Saturday afternoon I walked the grounds, watching the leaves blow (have you ever noticed that it looks as if a hand is scattering them? I have. God's little fingerprints, I like to think. :)) until I found my way to the little church that's always empty, letting me pray aloud. Every time I walk in there, I'm flooded with memories -- I lashed out at Him there once in October when I lost love, and again in March after I had lost my faith.

This time, I asked a stream of questions, most of them like my list, "What am I supposed to do about...?"

Until last weekend, May 13, 2011 was going to be the end of my world. I would be ripped from the safety of academia and shoved, helpless, into the real world where nothing was certain. No Newman, less independence living at home, less contact with friends. Providing a life for myself -- a job, somewhere to live, a support system, maybe a new church, (please God) someone to walk with me in marriage someday...What am I going to do? How am I going to do this? I can't do it by myself!


Just like that, it hit me, all that we had been learning, and I was stunned into silence. "Who among you by worrying can add a moment to his life?" "Have no anxiety about anything." "You see how God cares for the sparrows, so how much more will He care for you? You are much more precious than they."

God has gotten me this far. Every step of the way, He has come through, even though it's not instantaneous and sometimes rocky. And He's promised me only this moment, not tomorrow. I can't worry about the future anymore. When I do, I miss today. Hell, I might not even be here tomorrow. But I have the present.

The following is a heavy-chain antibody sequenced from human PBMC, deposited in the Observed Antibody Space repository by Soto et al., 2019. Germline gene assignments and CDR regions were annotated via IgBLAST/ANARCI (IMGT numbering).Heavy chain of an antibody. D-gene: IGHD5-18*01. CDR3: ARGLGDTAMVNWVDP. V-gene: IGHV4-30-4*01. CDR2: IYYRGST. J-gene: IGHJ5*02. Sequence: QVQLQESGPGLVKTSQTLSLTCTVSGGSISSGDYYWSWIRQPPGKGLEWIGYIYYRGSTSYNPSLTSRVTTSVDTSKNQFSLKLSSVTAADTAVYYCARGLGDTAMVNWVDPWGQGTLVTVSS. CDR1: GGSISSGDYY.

Trusting in His providence 100% for the first time is so liberating. I was always so scared to do it, but I left my baggage at the altar in Elverson and walked away. I'm okay with that, because as long as I stick with Him, I'll get where I need to be. That's something we're promised, too, and He always keeps His promises. End of story.

ETA: This verse literally just appeared on my Facebook. A God hug, as Cat says...


Trust in the Lord with all your heart and lean not on your own understanding; in all your ways acknowledge him, and he will make your paths straight. 
--Proverbs 3:5-6

Friday, October 15, 2010

Heading for the hills!

Just a brief post tonight because it's after 2:30, I've gotten very little sleep this week, and still have a suitcase to pack.

My campus ministry is joining up with another college in the area for our usual semester retreat this weekend in Elverson. We leave this afternoon, and I'm thrilled to say that all of this week's homework is taken care of, so I'll have no worries while I'm there.

That's ironic, considering our theme will be "pray instead of worry." Where was this retreat last fall? Or last spring? Some things are constant in my life, and worry is unfortunately one of them...I'm looking forward to seeing what God will do. All I know is that when it comes to retreat weekends, He never disappoints.

That said, I leave with an open mind, open heart, and a very big bag of junk food. ;) I'll remember the particular intentions of those of you I know to pray for, and ask that you do the same for us.

See you Sunday!

Monday, October 4, 2010

Delivered!

Okay, so get this.

You'll remember that last week I wrote a post lamenting about how much pressure I'm under where music ministry is concerned. This weekend, in order to try and curt tail some of my stress, I decided to work ahead and prepare for several weeks' worth of Masses at once. This way, I'd already have the songs "under my fingers" if you will, which would make things a lot less tedious when it came time to use them this month.